At least two people left in an ambulance from a Halloween party in the Billionaires’ Row mansion owned by David Sidoo, the ex-CFL star jailed last year for his role in the U.S. college admissions scandal.
Const. Tania Visintin said Vancouver Police officers were called to deal with a crowd of around 200 people while paramedics treated two people unconscious by either booze or drugs at the party. The two were taken to hospital.
Shannon Miller of BCEHS said there were multiple calls for help in the wee hours of Oct. 31 to the $32.78 million mansion.
“Shortly after 1:30 a.m., five ambulance units responded to the scene for multiple reports of overdoses,” Miller said. “Three paramedic crews transported patients to hospital. BCEHS was called again to the address at 3:40 a.m. for an intoxicated patient.”
Visintin said nobody was arrested.
What were the substances that caused the overdoses and how did the partygoers obtain them?
Why did Sidoo allow a party at his mansion during the pandemic?
theBreaker.news wanted to ask Sidoo those questions and more. He answered the phone but hung up when this reporter identified himself. Sidoo did not respond to a subsequent email query.
One of his sons, Jordan Sidoo, later phoned and claimed responsibility for the party. He said his father was not involved in the event.
“He was not in the house, nor was he in town,” Jordan Sidoo told theBreaker.news.
He said the the premises were rented to Sole Vodka and permitted via city hall, but he declined to show a copy of the permit.
David Sidoo spent Halloween 2020 behind bars at the SeaTac Federal Detention Center in Tacoma after pleading guilty to conspiracy to commit mail fraud. The University of British Columbia booster paid bribes so his sons could attend prestigious California universities instead.
Five days before his 61st birthday in July 2020, Sidoo pleaded guilty to conspiracy to commit mail fraud and went to jail for 90 days.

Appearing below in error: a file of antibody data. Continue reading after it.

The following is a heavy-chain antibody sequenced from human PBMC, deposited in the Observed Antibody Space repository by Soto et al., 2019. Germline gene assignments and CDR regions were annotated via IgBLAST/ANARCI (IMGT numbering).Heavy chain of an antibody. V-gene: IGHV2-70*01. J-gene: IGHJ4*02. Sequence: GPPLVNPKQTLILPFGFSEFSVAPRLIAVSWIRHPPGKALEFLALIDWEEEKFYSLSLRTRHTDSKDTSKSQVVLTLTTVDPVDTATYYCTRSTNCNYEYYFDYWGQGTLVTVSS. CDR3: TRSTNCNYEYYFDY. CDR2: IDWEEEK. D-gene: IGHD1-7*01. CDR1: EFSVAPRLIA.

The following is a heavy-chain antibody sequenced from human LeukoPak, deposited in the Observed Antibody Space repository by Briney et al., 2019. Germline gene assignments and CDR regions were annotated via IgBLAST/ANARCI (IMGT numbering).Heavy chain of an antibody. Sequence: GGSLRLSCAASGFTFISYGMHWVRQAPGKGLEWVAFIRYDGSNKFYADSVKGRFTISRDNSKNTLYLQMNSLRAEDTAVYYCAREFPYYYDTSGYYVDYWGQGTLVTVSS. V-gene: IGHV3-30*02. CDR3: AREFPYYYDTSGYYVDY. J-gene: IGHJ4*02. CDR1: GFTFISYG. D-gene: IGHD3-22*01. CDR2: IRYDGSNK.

In 2011 and 2012, Sidoo paid $200,000 to consultant Rick Singer’s “side door” scheme that saw tennis pro Mark Riddell use false identification to pose as Jordan Sidoo and brother Dylan to ace their college entry exams. On two occasions, the Floridian flew to B.C. to write exams.
Dylan Sidoo was accepted to Chapman University, and later transferred to the University of Southern California. Jordan Sidoo entered University of California Berkeley. They both graduated.
UC Berkeley opened an investigation into the scandal. theBreaker.news asked Jordan Sidoo whether he still holds his diploma, but he declined to answer.
David Sidoo told a judge in July 2020 that the scheme was a “terrible mistake that has deeply affected our family.” He apologized to his former teammates and those that he said look up to him.
“You are quite evidently an intelligent, hardworking very successful businessman who overcame many hardships in your life, in fact a pillar of your community, and yet you have committed a crime that displays an unbelievable lack of integrity, morality and common sense,” Federal Judge Nathaniel Gorton said in the Zoom sentencing hearing.
“You have let your selfish desire, your pride, and your enormous wealth overcome all of what you apparently want to stand for by your works of charity.”
David Sidoo originally pleaded not guilty after his March 2019 arrest in San Jose, Calif. He initially faced charges of conspiracy to commit mail and wire fraud and money laundering conspiracy, but copped a plea bargain in early 2020 to avoid a jail sentence of up to 20 years.
His name was removed from Thunderbird Stadium at UBC, his Order of B.C. revoked and he withdrew his name from the B.C. Sports Hall of Fame.
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